The dynamic behavior of the Active Object consists of three phases:

  1. Request construction and scheduling: The client invokes a method on the proxy. The proxy creates a request and passes it to the scheduler. The scheduler enqueues the request on the activation list. Additionally, the proxy returns a future to the client if the request returns a result.
  2. Member function execution: The scheduler determines which request becomes runnable by evaluating the guard method of the request. It removes the request from the activation list and dispatches it to the servant. 
  3. Completion: When the request returns something, it is stored in the future. The client can ask for the result. When the client has the result, the request and the future can be deleted.
The following picture shows the sequence of messages.




Pros and Cons

Before I present a minimal example of the Active Object, here are its pros and cons.


  • Synchronization is only required on the Active Object’s thread but not on the client’s threads.
  • Clear separation between the client (user) and the server (implementer). The synchronization challenges are on the implementer’s side. 
  • Enhanced throughput of the system because of the asynchronous execution of the requests. Invoking processing-intensive member functions do not block the entire system.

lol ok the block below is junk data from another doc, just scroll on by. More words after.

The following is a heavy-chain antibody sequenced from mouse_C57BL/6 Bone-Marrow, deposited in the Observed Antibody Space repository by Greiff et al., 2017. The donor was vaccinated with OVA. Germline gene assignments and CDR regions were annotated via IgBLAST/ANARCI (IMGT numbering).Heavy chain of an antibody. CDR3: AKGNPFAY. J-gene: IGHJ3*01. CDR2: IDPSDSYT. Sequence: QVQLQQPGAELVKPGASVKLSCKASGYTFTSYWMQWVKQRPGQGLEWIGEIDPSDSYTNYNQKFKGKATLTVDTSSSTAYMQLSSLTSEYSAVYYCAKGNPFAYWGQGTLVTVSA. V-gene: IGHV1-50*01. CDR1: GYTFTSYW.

• The scheduler can implement various strategies to execute the pending requests. If so, the jobs can be executed in a different order they are enqueued.


  • If the requests are too fine-grained, the Active Object pattern’s performance overhead, such as the proxy, the activation list, and the scheduler, may be excessive.
  • Due to the scheduler’s scheduling strategy and the operating system’s scheduling, debugging the Active Object is often tricky. In particular, if the jobs are executed in a different order, they are enqueued.


The following example presents a simplified implementation of the Active Object. In particular, I don’t define an interface for the method requests on the Active Object, which the proxy and the servant should implement. Further, the scheduler executes the next job when asked for it, and the run member function of the Active Object creates the threads.

The involved types future<vector<future<pair<bool, int>>>> are often quite verbose. To improve the readability, I heavily applied using declarations (line 1). This example requires a solid knowledge of promises and futures in C++. My posts about tasks provide more details.

// activeObject.cpp

#include <algorithm>
#include <deque>
#include <functional>
#include <future>
#include <iostream>
#include <memory>
#include <mutex>
#include <numeric>
#include <random>
#include <thread>
#include <utility>
#include <vector>

using std::async;                                               // (1)
using std::boolalpha;
using std::cout;
using std::deque;
using std::distance;
using std::for_each;
using std::find_if;
using std::future;
using std::lock_guard;
using std::make_move_iterator;
using std::make_pair;
using std::move;
using std::mt19937;
using std::mutex;
using std::packaged_task;
using std::pair;
using std::random_device;
using std::sort;
using std::jthread;
using std::uniform_int_distribution;